A Thought on Writing Tests That Suck Less

 

I visited the ClojureD conference in Berlin on 24.2.2018 during some cold winter days. I went with my colleagues to gather some insights and listen to interesting talks on different subjects around Clojure. As a result I decided to challenge myself (and tests I write), inspired by Torsten Mangners good presentation titled:
Writing tests that suck less – “What” vs “How”.
Disclaimer: This post takes no credit whatsoever on the subject or claims to be a best way of doing things. This text relies on Torsten Mangners presentation but there is also some personal interpretation.

The Gauntlet

As Torsten reasoned that writing pure unit tests in Clojure (or any other language) is usually a small task. You invoke your unit with inputs and assert the results. Tests ideally document our software (as an added side-effect of verification).
Let’s see a simple, self-documenting unit tests.
;; the implementation (the unit, the HOW)
(defn add-numbers
  [numbers]
  (apply + numbers))

;; the test that should describe to a (technical) reader WHAT we are testing
(deftest add-two-numbers-together
  (testing "If two numbers can be added together"
    (is (= 3 (add-numbers '(1 2))))))
So it’s pretty straightforward, we don’t need to know the HOW or any other implementation details and because we are testing a pure unit with no dependencies we don’t need to prepare anything obfuscating and arcane.
Writing tests should not be an effort for a developer – but it starts to feel so when we run out of pure functions and go over to integration testing. It shouldn’t be too hard to write the actual tests – we just end up with a bunch of namespace_test.clj(s) files that can end up being many times longer than the actual code including a lot of HOW:s. Arcane and magical ceremonies, where we roll out mocks, stub and whatnot – finally ending in one or a few strange assertions.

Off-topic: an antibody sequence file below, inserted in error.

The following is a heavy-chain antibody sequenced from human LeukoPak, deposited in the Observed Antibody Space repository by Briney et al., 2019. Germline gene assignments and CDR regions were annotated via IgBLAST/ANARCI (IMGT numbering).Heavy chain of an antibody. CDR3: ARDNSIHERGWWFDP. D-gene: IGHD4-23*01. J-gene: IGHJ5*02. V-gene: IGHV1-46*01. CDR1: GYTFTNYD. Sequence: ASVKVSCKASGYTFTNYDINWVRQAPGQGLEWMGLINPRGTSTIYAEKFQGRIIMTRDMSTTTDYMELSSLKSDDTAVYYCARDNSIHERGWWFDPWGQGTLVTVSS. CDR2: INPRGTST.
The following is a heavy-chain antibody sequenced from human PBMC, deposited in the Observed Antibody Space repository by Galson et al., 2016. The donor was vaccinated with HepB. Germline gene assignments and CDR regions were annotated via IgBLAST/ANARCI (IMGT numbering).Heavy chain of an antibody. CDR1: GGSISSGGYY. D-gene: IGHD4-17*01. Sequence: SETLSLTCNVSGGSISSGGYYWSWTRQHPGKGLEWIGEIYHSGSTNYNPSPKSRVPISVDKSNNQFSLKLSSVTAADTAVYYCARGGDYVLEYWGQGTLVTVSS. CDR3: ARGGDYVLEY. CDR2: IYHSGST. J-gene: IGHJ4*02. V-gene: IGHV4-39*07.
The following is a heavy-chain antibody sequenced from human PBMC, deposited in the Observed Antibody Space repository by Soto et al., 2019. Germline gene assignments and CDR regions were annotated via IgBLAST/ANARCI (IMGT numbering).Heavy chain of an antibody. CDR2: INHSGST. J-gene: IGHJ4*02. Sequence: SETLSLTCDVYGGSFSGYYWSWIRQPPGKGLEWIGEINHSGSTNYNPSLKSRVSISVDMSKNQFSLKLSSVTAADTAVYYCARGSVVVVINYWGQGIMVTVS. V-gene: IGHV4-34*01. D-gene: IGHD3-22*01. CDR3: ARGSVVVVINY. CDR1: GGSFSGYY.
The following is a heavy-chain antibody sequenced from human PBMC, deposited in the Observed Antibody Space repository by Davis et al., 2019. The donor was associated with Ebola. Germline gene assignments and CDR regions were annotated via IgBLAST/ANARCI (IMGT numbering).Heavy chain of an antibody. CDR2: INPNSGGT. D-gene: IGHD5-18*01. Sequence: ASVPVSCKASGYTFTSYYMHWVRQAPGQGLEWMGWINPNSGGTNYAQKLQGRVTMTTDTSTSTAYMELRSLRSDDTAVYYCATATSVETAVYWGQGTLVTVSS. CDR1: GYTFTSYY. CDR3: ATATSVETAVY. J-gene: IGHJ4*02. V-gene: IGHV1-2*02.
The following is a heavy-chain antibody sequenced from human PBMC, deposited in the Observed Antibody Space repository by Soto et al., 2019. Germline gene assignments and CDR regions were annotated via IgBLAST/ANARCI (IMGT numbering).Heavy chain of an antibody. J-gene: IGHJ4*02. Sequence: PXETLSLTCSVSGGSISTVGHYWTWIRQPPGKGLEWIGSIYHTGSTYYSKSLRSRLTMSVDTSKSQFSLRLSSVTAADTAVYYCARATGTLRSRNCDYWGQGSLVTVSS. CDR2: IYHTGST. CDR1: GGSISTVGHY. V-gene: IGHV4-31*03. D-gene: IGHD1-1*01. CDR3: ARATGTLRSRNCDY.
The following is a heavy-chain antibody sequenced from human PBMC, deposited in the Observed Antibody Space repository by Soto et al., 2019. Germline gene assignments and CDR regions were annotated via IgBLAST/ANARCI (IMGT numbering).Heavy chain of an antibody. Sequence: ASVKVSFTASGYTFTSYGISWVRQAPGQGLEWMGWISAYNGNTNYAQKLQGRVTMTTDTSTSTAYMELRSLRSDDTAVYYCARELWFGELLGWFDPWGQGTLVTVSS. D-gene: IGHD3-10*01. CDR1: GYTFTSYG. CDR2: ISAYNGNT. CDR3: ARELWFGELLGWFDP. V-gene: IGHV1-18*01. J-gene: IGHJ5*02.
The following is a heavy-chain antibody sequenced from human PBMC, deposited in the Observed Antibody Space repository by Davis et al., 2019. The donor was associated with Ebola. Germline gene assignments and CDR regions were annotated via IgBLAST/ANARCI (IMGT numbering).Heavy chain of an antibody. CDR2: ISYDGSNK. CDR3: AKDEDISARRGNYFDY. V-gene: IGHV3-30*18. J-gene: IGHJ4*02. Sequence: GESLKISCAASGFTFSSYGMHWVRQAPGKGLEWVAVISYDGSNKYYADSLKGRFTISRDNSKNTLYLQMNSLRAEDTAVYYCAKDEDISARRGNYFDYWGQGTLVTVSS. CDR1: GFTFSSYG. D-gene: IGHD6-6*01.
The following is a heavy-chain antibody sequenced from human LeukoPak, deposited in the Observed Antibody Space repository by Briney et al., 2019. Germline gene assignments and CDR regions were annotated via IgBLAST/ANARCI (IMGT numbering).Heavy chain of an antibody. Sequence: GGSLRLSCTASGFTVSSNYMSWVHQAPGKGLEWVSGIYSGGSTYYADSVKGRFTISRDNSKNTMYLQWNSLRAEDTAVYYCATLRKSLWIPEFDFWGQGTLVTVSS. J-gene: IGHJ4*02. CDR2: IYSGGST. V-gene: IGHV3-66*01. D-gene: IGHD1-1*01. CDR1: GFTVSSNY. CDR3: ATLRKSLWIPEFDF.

If you jump into a project and find out that the documentation basically is the source code, you would be glad to find out that the tests would clearly tell us WHAT they test and prove. We don’t want to investigate and reverse-engineer the HOW part. We could just read what the software internals in it’s current state is documented and supposed to do.
At some point in time, as a software developer, you would need to know the HOW but that’s more of the part of writing the implementation (and the tests).

Throwing The Gauntlet

Thus I challenge myself to separate the bloat of HOW out my tests that repeatedly ended up looking like this:
(deftest handler-post-to-user-success
  (testing "calling handler posting message to user"
    (async done
      ; channel open
      (.mockOnce xhr-mocklet "POST" #".*"
        (mocked-response (clj->js {:ok true}) 200 "application/json"))
      ; post
      (.mockOnce xhr-mocklet "POST" #".*"
        (mocked-response (clj->js {:ok true}) 200 "application/json"))
      (go
        (let [response (<! (api/handler 
          {:body {"data" {"message" "testmessage"
                          "user-id" "user-id"}}}))]
          (is (utils.http/request-success? response)))           
          (is (= "post message to channel success" 
                 (-> response :body :message))))
    (done)))))

This test mocks two successful HTTP calls, invokes the handler (entry point of the serverless function) and performs some assertions.

For those who are curious about what’s going on in here – this is a test for a serverless REST API handler in a Slack Bot backend. It’s written in ClojureScript and runs on Javascript function runtime on Azure.  See Siili Solutions / Hedge on GitHub – a serverless framework to deploy ClojureScript functions on Azure and AWS.